Permanent Collection

José Ramón Sierra

Olivares (Sevilla), 1945

Trained as an architect—a discipline he subsequently practiced and taught—as an artist Ramón Sierra belonged to the group of painters known as the "Sevillian abstract generation," which revolved around the magazine Separata (1979−1981), for which he worked as a designer and contributed articles. Both this magazine and the exhibitions promoted by emerging local galleries during the years of the Spanish transition to democracy revitalized cultural activity, introducing modern art to Seville.

"Camarín Pinturas al agua [Water Paintings]" [Liturgical Space], 1982
Camarín, Pinturas al agua [Water Paintings] [Liturgical Space], 1982

As a painter, Sierra began working on imaginary portraits of an expressionist nature, before becoming interested in abstraction in the late 1970s. His work reveals a certain sense of drama indebted to the Sevillian baroque tradition, which is clearly reflected in this representation of a camarín, a liturgical space located behind an altar that is used to house a devotional sculpture. The starting point of the painting is a small wooden door that is shown open at the top, giving rise to a grid of lines that is articulated in the manner of an altarpiece, a common element in Andalusian churches. Here, however, there are neither religious sculptures nor figures, just lines and colors that maintain both a formal balance—between geometrical order and expressive stroke—and a chromatic one—between cool colors (blues and grays) and sharp ones (yellows and oranges), which in an altarpiece represent purity and power. Hence, this stylistically abstract painting retains clear signs of a figuration that derives from local imagery in its use of formal and chromatic structures typical of traditional baroque culture.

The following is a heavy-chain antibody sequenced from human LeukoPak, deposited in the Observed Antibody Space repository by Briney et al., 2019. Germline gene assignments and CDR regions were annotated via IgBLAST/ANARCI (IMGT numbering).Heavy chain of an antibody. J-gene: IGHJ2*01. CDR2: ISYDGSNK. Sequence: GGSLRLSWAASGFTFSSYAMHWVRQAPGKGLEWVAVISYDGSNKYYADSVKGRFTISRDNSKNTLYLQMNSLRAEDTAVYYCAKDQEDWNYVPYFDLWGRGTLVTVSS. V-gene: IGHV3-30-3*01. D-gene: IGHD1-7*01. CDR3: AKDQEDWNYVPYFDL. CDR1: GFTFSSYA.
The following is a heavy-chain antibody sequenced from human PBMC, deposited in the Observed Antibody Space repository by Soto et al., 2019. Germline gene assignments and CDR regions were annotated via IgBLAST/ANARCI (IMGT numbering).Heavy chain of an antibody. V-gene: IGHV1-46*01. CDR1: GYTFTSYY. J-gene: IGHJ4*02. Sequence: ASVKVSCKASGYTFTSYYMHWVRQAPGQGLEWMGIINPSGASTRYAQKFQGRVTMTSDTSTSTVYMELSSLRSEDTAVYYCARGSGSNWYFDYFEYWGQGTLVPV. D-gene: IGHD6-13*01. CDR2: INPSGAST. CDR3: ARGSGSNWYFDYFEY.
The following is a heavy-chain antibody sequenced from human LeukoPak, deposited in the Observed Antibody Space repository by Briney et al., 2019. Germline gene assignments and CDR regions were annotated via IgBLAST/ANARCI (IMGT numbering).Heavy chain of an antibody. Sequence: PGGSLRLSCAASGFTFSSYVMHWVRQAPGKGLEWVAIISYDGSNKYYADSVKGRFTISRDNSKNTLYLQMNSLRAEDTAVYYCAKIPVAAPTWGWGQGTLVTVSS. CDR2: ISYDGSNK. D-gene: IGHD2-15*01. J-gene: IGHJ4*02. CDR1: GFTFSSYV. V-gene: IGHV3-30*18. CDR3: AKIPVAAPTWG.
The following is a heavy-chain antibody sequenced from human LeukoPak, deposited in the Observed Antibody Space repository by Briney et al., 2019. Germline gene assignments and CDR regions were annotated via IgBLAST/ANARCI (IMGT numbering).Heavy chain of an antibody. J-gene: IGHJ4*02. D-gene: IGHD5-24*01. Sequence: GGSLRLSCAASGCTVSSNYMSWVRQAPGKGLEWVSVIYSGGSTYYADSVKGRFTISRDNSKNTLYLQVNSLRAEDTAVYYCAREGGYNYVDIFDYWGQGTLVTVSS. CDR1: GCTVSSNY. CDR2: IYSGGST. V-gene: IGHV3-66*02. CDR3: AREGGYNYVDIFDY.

Javier Maderuelo

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Catálogo del Museu Fundación Juan March, Palma de Mallorca.